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Rochelle Walensky speaks at WPI Commencement
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Jack Levy
Senior Public Relations Manager
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WPI’s Class of 2022 Inspired by CDC Director Rochelle Walensky and NSF Director Sethuraman Panchanathan During University’s 153rd Commencement Ceremonies

In separate ceremonies, WPI awarded just over 750 master’s and doctoral degrees and nearly 1,200 bachelor’s degrees this week; honorees included Massachusetts State Senator Harriette Chandler and Lesley Small Zorabedian ’72, the first woman to receive an undergraduate degree from WPI.

May 14, 2022

Worcester, Mass. - May 14, 2022 - Today, Worcester Polytechnic Institute (WPI) concluded its 153rd Commencement exercises. Beneath a large white tent on the campus the university bestowed just over 750 master’s and doctoral degrees on the evening of Thursday, May 12, and nearly 1,200 bachelor’s degrees this morning. This week’s ceremonies marked the first time the entire class and their family and friends were able to gather together for in-person ceremonies since 2019.

This year WPI awarded a total of 684 master’s degrees and 69 PhDs during Thursday evening’s Graduate Commencement ceremony at which Sethuraman Panchanathan, PhD, Director of the National Science Foundation, gave the keynote. Today’s undergraduate ceremony keynote address was given by Rochelle Walensky, MD, MPH, Director of the Centers for Disease Control and Prevention (CDC), and Administrator of the Agency for Toxic Substances and Disease Registry. Both Panchanathan and Walensky were awarded honorary degrees.

In her final commencement exercises before stepping down to become the Director of NASA’s Jet Propulsion Laboratory, President Laurie Leshin presided over both celebrations, along with Board of Trustees Chairman William Fitzgerald ’83. Since 2016, WPI has held two distinct exercises in the spring to celebrate the accomplishments of its undergraduate and graduate students, owing in part to the growth of its programs, particularly its graduate programs.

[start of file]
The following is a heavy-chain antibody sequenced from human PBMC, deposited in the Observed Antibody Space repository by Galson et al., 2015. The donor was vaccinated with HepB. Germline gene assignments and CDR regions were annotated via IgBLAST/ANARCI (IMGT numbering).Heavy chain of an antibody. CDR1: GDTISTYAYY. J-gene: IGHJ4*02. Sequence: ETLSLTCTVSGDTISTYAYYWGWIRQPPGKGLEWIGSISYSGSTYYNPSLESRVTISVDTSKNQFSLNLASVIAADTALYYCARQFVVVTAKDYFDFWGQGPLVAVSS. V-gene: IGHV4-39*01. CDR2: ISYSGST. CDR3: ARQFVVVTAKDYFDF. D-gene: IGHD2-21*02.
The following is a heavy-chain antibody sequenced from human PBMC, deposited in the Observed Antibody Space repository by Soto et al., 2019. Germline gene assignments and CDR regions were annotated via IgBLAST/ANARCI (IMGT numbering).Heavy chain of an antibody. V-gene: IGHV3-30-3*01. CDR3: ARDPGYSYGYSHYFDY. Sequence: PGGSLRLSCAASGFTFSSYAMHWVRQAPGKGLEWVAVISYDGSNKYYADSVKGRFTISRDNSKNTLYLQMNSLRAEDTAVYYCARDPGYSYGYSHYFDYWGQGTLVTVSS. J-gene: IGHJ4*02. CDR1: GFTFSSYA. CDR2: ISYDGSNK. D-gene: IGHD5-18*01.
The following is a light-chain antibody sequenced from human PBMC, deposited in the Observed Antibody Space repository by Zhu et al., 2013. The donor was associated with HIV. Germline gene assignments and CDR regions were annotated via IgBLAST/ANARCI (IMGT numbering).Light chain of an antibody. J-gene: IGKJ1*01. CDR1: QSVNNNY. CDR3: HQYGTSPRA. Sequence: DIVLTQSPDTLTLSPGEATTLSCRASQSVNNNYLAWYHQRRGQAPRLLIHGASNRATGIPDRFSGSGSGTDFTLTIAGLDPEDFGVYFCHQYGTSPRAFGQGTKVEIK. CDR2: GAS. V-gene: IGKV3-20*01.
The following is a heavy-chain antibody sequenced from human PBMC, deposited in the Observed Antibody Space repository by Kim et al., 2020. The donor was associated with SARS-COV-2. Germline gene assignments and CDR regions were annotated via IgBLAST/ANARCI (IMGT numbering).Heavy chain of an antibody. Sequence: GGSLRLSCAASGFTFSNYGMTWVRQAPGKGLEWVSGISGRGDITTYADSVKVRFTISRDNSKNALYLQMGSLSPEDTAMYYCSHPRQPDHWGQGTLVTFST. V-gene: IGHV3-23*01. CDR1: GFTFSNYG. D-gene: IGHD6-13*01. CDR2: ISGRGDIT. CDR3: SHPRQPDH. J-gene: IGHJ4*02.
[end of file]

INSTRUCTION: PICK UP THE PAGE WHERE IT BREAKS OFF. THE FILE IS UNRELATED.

During the undergraduate students' ceremony, honorary degrees were also bestowed upon State Senator Harriette Chandler, the first woman from Worcester to serve in the Massachusetts State Senate, a position she has held since 2001. Lesley Small Zorabedian ’72 was honored with a Presidential Medal for her trailblazing efforts to help shape the university. She was one of the first women to be enrolled at WPI as an undergraduate in 1968 and in 1972, she became the first woman to receive an undergraduate degree from WPI.

Graduate Ceremony: The Five C’s of Success

During the graduate students' ceremony, Panchanathan received an honorary Doctor of Science degree. In his address he referred to WPI as a “wondrous place for innovation” and told the Class of 2022 about the “Five C’s of Success” – Curiosity, Courage, Commitment, Collaboration, and Communication. To illustrate his point about commitment, he talked about WPI researcher Yan Wang, and how he stayed committed, with funding from the NSF, to refine a new process for recycling lithium-ion batteries that led to the co-founding of the company Ascend Elements. “This is a phenomenal accomplishment because of the commitment of an amazing faculty member working with his team to make this possible.”

The graduate student speaker was Merzia Adjamee, who received an M.S. in Computer Science, with a concentration in Artificial Intelligence and Natural Language Processing. Adjamee joined WPI in fall 2020, after receiving a Fulbright scholarship. In her speech, titled “Resilience,” she spoke of coming to WPI from Pakistan and finding a diverse community here — “what I loved about being here was the idea of fostering learning by doing and reflecting on experiences. I met people here with whom I shared experiences that were different from my own and picked up on ideas and strategies that worked better even than my own.”